§ Colin Burgon
To ask the Secretary of State for the Home Department what plans he has for the use of the private sector in the Prison Service. 
§ Beverley Hughes
I am placing in the Library today a report of a review which the former Home Secretary, my right hon. Friend the Member for Blackburn (Mr. Straw), asked Patrick Carter, a non-executive member of the Strategy Board for Correctional Services, to carry out on the future role of the private sector in the prison system.
We believe that a mixed economy of provision is essential in achieving a modern, dynamic Prison Service.
I am most grateful to Patrick Carter for his report, which shows how much the private sector has achieved to date providing high quality prison services at lower cost. The report also shows how well the public sector prison service has responded to the challenge of private sector competition.
Both the public and the private sectors are important to the future of the Prison Service. Both can show big successes that benefit prisoners and the public. I want to create conditions in which both can flourish, but in which both have to continually prove themselves. I believe the overall thrust of the recommendations of the report will achieve this. Some can be implemented straight away, but 1256W others need further work or will have to be subject to discussions in the current spending review and our wider vision for modernising the Prison Service.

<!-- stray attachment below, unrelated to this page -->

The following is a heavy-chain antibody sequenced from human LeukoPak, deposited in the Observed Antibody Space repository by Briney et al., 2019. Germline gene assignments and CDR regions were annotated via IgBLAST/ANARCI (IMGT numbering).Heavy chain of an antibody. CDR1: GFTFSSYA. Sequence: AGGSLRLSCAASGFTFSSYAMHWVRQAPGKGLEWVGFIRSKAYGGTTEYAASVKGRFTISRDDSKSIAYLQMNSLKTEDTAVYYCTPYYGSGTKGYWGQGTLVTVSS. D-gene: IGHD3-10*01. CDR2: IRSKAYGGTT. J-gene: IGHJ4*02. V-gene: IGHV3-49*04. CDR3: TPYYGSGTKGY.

The proposal that under-performing prisons should be required to show how they will meet tough benchmarked standards, or face contracting out or closure, offers the potential for big improvements in performance and value for money. I announced on 19 December 2001 the first scheme of this kind, at Her Majesty's Prison Leicester and Her Majesty's Young Offender Institution and Remand Centre Reading.
The report also provides a welcome contribution to finding ways of bringing the aging prison estate into the 21st century. I will consider this as part of our current assessment of the options for providing a range of carefully targeted new approaches to dealing with offenders, and the spending review.
I note the recommendation for a limited programme of market testing. For the moment, I believe the performance testing process I have announced offers a better, faster and cheaper means of improvement. But I do not rule out using market testing again in the future.
The private sector has demonstrated that it can make a valuable contribution to the delivery of a high quality service by prisons. This report outlines a way ahead for their continued involvement.